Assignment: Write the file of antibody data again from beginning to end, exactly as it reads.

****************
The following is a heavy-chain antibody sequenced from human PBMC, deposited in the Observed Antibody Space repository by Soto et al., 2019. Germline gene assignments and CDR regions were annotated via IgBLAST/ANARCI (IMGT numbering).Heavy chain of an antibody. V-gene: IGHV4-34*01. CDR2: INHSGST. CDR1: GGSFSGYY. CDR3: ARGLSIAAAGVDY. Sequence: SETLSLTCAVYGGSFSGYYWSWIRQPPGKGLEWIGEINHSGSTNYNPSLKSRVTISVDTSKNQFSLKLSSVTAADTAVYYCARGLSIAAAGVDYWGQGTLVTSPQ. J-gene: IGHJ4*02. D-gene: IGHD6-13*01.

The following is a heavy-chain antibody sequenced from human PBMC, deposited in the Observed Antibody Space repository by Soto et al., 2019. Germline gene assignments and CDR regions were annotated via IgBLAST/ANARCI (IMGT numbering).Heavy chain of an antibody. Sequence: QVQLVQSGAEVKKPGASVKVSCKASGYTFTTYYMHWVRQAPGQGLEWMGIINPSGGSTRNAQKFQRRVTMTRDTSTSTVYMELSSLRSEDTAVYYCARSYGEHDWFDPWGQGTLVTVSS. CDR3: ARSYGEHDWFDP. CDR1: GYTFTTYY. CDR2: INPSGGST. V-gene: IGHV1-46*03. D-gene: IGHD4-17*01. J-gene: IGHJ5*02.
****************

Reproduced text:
The following is a heavy-chain antibody sequenced from human PBMC, deposited in the Observed Antibody Space repository by Soto et al., 2019. Germline gene assignments and CDR regions were annotated via IgBLAST/ANARCI (IMGT numbering).Heavy chain of an antibody. V-gene: IGHV4-34*01. CDR2: INHSGST. CDR1: GGSFSGYY. CDR3: ARGLSIAAAGVDY. Sequence: SETLSLTCAVYGGSFSGYYWSWIRQPPGKGLEWIGEINHSGSTNYNPSLKSRVTISVDTSKNQFSLKLSSVTAADTAVYYCARGLSIAAAGVDYWGQGTLVTSPQ. J-gene: IGHJ4*02. D-gene: IGHD6-13*01.

The following is a heavy-chain antibody sequenced from human PBMC, deposited in the Observed Antibody Space repository by Soto et al., 2019. Germline gene assignments and CDR regions were annotated via IgBLAST/ANARCI (IMGT numbering).Heavy chain of an antibody. Sequence: QVQLVQSGAEVKKPGASVKVSCKASGYTFTTYYMHWVRQAPGQGLEWMGIINPSGGSTRNAQKFQRRVTMTRDTSTSTVYMELSSLRSEDTAVYYCARSYGEHDWFDPWGQGTLVTVSS. CDR3: ARSYGEHDWFDP. CDR1: GYTFTTYY. CDR2: INPSGGST. V-gene: IGHV1-46*03. D-gene: IGHD4-17*01. J-gene: IGHJ5*02.